Ward, 804 S.W.2d at 206. We have no quarrel with the court of appeals' statement that the motion sufficiently memorialized the substance of the proposed amendment. The document sets out in writing the substantive allegation to be changed, viz: "change complainant from `Seth Haller' to `Steve Scott'." While the motion apprised appellant of the proposed change to the indictment, knowledge necessary so that appellant may make a valid objection under Art. 28.10, the motion itself does not sufficiently apprise him of that with which he is charged. It merely tells him who the State now wishes to plead as the complaining witness. Even if the motion sufficiently apprised appellant of the accusation against him, it would be insufficient under state constitutional provisions. See discussion supra at pp. 793-794. It is well-established in this state that the notice must come from the face of the charging instrument, not a motion or trial court order attached thereto. The State's motion and the trial court's order satisfied the requisites of Art. 28.11, but the document[17] itself does not constitute the actual amendment. The indictment in this cause was *795 not altered by interlineation to allege "Steve Scott" as the complaining witness. There being no alteration to the face of the indictment, we hold the indictment was never in fact amended. The court of appeals erred in holding otherwise.

Appellant's first ground for review, the sufficiency of the evidence question, may now be addressed. As we indicated supra in footnote 5, resolution of the sufficiency question turned solely on resolution of the amendment issue. We held the indictment was not in fact amended in this cause. Consequently, the State's proof that the owner of the burglarized building was Steve Scott was insufficient to prove the owner was Seth Haller as alleged in the indictment. The evidence is therefore insufficient to support appellant's conviction. Appellant's first ground for review is sustained.

Substance Defects v. Amendments

As to appellant's third ground for review [18], we first note that the court of appeals did not expressly hold that appellant challenged the propriety of the amendment on appeal, but rather held that appellant failed to preserve for review his claim that the indictment was defective, Ward, 804 S.W.2d at 206, and his claim that changing the name of the complaining witness violated Art. 28.10(c). Id. at 207. In this case, challenging the propriety of the amendment and challenging the validity of the indictment present different issues under different procedural statutes.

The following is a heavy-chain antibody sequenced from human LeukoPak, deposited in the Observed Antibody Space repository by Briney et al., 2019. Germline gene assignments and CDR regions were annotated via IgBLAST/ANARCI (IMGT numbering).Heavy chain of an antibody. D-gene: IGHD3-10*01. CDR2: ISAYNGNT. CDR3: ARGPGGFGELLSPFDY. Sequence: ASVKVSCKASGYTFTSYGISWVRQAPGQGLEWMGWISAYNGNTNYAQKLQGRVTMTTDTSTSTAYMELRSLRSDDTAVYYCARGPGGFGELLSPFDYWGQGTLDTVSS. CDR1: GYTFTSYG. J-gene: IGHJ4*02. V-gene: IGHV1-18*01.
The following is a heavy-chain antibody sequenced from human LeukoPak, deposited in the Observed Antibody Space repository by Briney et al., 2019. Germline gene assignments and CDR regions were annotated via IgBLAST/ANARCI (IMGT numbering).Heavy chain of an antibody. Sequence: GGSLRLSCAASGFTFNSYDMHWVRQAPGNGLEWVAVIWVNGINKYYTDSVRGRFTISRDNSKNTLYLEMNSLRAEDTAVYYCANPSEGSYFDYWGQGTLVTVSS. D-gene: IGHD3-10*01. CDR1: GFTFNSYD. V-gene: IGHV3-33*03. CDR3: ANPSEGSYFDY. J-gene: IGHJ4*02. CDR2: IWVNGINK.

The court of appeals concluded appellant failed to preserve his claim of a defective indictment under the principles enunciated in Studer, 799 S.W.2d 263, a case which interpreted the newly amended provisions of Art. V, § 12, Tex. Const, and Art. 1.14, V.A.C.C.P. The record reveals appellant did not make any objection before trial, or any time thereafter, that there was a "defect, error, or irregularity of form or substance" within the indictment pursuant to Art. 1.14(b).[19] Under Studer any such claim of deficiency would be waived. We find, however, that the only "error" in this indictment was the State's mistake in alleging "Seth Haller" as the owner of the Radio Shack store. Recognizing its error, the State moved, expressly pursuant to the provisions of Art. 28.10, to correct its pleading error by amending the indictment to reflect the correct name of the complaining witness. Appellant's only objection regarding this indictment came in response to the State's motion to amend the indictment, which objection also expressly invoked the provisions of Art. 28.10(c).[20] Although the State moved to amend a matter of substance in the indictment, viz: the owner of the building, appellant's only objection was to the actual amending of the indictment under Art. 28.10, and not to any pleading defect of form or substance within the indictment under Art. 1.14. The court of appeals' reliance on Studer and Art. 1.14 in this case was misplaced, and consequently its rationale was erroneous.

The record reflects appellant's only challenge to the indictment was his objection to the propriety of the amendment under Art. 28.10(c). Nevertheless, any claim by appellant on appeal that the amendment of the indictment was improper under Art. 28.-10(c) would be barred because appellant, although objecting on that ground pretrial, did not raise the issue on direct appeal. The court of appeals so noted appellant had waived this claim. See Ward, 804 S.W.2d at 207-208. The court made no express holding that appellant was challenging the propriety of the amendment, but rather only concluded in dicta that appellant had not raised this claim, and therefore any *796 claim of impropriety was waived. Appellant's third ground for review is overruled.